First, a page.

You are Here: Home >< Maths

# M1 resolving forces

Announcements Posted on
Would YOU be put off a uni with a high crime rate? First 50 to have their say get a £5 Amazon voucher! 27-10-2016
1. I hate resolving forces so much and when I thought I sussed it something comes up so can someone please help me out.

Two forces P and Q act on a particle at a point O. The force P has magnitude 15 N and the force Q has magnitude X newtons. The angle between P and Q is 150°, as shown in
Figure 1. The resultant of P and Q is R.

Given that the angle between R and Q is 50°, find
(a) the magnitude of R

I know that I have to resolve vertically but for resolving forces I was under the impression that the forces that point up equal those that point down. Like kind of the forces in different directions equal each other.

So I thought it would be 15sin30 + Rsin30 = 0

However it's actually 15sin30 = Rsin30

ohhh confusion, please some help! I attached a good forces diagram to illustrate the information.

thanks
Attached Images

2. It's easiest to do this by a triangle of forces. Draw the force P of "length" 15 horizontal, then the force Q of length X at 150 degrees to the horizontal, so the angle between P and Q is 30. Then you can draw the force R from O to the end of Q; the angle between R and Q being 50 degrees. Now one can use the sine rule to find R.
3. I am generally fine with resolving it the standard way but I just don't get this concept of when to add or minus the forces.

I think for this one I am getting confused between whether the particle is at equilibrium or not. I just realised it doesn't say equilibrium. So I am I right to think if it's in equilibrium all the forces towards teh right = forces towards the left. However in the case of no equilibrium would it be X(unknown) - every other parallel force?
4. is the answer 9.79? if so i can help.
Ok just checked, i used the sin rule for my solution. To answer your question i dont think it matters which sign you use because the mag will always be positive. (i think you meant Rsin50 not R sin30*)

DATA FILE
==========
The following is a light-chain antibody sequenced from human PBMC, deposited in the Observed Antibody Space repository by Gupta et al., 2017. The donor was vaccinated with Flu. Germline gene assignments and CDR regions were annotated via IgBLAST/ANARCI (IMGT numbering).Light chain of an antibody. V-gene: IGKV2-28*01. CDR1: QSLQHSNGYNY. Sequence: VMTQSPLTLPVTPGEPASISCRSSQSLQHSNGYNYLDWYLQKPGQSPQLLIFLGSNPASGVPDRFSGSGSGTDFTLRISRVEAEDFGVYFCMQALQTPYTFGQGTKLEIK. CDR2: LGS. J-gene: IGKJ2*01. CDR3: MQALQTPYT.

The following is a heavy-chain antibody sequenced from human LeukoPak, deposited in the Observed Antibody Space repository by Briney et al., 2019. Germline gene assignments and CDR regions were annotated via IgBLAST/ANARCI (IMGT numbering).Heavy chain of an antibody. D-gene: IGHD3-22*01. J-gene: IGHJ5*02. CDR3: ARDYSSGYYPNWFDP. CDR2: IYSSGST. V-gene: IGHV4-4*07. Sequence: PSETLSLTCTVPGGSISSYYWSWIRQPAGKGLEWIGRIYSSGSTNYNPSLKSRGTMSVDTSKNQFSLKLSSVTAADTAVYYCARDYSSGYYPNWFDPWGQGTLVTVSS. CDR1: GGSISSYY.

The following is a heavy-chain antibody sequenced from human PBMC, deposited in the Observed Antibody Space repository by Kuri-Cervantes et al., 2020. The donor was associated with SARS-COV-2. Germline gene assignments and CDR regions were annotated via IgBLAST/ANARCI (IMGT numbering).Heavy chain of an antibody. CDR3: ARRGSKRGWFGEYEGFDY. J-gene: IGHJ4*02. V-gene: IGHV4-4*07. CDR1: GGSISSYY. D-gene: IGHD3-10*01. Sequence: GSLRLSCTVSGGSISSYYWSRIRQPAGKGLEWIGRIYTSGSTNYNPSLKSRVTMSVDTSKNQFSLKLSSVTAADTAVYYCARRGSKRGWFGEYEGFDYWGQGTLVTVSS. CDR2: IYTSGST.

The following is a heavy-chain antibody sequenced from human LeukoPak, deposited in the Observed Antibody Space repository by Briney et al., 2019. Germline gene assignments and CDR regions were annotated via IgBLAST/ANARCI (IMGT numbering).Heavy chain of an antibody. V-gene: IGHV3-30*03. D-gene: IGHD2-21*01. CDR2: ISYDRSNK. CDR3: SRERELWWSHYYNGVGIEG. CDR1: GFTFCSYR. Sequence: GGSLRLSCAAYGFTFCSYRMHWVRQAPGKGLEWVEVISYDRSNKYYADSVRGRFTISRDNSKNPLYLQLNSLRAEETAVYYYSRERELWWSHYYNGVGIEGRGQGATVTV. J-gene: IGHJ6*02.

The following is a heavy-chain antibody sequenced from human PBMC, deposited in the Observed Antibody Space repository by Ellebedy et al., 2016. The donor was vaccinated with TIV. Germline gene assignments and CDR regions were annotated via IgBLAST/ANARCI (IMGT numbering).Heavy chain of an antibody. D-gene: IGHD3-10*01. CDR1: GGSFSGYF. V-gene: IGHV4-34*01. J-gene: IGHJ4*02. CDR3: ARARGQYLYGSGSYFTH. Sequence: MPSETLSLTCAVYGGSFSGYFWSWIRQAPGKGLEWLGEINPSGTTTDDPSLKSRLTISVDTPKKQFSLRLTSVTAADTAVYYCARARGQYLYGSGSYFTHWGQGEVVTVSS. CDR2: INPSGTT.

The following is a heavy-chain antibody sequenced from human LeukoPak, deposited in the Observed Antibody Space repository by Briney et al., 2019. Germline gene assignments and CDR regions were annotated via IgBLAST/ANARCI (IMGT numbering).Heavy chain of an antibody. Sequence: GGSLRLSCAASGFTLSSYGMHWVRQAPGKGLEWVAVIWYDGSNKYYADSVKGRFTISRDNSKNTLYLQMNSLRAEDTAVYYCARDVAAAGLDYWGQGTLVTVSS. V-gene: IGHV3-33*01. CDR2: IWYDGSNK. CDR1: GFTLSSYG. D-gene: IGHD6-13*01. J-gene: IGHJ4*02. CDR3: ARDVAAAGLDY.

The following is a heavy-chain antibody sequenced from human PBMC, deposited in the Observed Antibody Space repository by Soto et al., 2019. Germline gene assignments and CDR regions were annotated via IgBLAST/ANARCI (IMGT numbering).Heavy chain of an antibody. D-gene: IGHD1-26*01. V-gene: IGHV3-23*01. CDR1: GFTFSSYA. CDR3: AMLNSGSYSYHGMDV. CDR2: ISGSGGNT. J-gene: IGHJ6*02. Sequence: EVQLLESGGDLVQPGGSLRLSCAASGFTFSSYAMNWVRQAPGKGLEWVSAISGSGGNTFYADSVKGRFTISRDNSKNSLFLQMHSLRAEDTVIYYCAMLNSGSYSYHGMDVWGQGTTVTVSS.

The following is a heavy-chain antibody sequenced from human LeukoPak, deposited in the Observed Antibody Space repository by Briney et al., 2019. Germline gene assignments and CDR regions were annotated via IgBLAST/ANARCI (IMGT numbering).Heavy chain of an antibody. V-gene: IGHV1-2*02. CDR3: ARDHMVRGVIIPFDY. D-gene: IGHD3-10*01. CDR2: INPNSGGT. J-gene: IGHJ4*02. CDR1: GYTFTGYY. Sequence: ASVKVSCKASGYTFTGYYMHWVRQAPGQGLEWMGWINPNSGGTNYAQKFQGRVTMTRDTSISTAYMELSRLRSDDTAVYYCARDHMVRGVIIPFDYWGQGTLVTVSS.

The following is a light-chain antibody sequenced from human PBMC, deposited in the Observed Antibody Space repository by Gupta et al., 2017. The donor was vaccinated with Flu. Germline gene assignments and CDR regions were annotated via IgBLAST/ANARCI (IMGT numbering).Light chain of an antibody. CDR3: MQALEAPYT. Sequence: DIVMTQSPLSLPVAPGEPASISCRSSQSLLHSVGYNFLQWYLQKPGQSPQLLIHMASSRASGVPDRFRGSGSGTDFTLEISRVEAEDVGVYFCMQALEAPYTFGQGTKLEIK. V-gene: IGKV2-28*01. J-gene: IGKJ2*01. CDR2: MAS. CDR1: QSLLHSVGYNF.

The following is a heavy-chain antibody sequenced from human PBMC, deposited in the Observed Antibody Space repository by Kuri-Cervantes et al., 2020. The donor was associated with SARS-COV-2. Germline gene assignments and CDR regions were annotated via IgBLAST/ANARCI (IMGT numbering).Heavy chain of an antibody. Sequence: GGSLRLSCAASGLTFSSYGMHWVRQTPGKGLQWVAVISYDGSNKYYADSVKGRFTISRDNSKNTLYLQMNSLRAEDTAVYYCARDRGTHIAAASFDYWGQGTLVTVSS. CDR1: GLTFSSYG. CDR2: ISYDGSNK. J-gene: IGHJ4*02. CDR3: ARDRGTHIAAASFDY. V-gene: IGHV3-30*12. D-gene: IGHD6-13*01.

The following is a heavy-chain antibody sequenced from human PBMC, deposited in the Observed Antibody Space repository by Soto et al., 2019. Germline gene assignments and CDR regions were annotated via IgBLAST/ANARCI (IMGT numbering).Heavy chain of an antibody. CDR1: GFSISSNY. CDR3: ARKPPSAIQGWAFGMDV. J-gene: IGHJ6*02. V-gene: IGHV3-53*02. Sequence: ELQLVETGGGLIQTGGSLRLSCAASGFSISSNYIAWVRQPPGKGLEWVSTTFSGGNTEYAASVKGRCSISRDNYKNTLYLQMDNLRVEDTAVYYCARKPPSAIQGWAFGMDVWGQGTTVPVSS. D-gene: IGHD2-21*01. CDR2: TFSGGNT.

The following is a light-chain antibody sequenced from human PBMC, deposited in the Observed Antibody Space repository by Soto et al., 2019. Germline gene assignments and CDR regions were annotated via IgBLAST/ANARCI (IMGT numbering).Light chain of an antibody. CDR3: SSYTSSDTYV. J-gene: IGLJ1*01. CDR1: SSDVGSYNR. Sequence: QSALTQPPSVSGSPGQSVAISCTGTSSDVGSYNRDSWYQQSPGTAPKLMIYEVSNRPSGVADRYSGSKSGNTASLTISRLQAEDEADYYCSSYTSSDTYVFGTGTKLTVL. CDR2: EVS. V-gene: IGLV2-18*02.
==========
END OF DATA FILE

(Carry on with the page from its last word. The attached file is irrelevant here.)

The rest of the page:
5. (Original post by T.P.D-L)
is the answer 9.79? if so i can help
Yeah it is.

I know I have to resolve vertically and I can get all of the horizontal forces however I just don't understand whether we add the two horizontal forces together ot minus them or make them equal to each other. I know the mark scheme makes them equal to each other but why?
6. (Original post by T.P.D-L)
is the answer 9.79? if so i can help.
Ok just checked, i used the sin rule for my solution. To answer your question i dont think it matters which sign you use because the mag will always be positive. (i think you meant Rsin50 not R sin30*)

## Register

Thanks for posting! You just need to create an account in order to submit the post
1. this can't be left blank
2. this can't be left blank
3. this can't be left blank

6 characters or longer with both numbers and letters is safer

4. this can't be left empty
1. Oops, you need to agree to our Ts&Cs to register

Updated: May 21, 2009
TSR Support Team

We have a brilliant team of more than 60 Support Team members looking after discussions on The Student Room, helping to make it a fun, safe and useful place to hang out.

This forum is supported by:
Today on TSR

### University open days

Is it worth going? Find out here

Poll
Useful resources

### Maths Forum posting guidelines

Not sure where to post? Read here first

### How to use LaTex

Writing equations the easy way

### Study habits of A* students

Top tips from students who have already aced their exams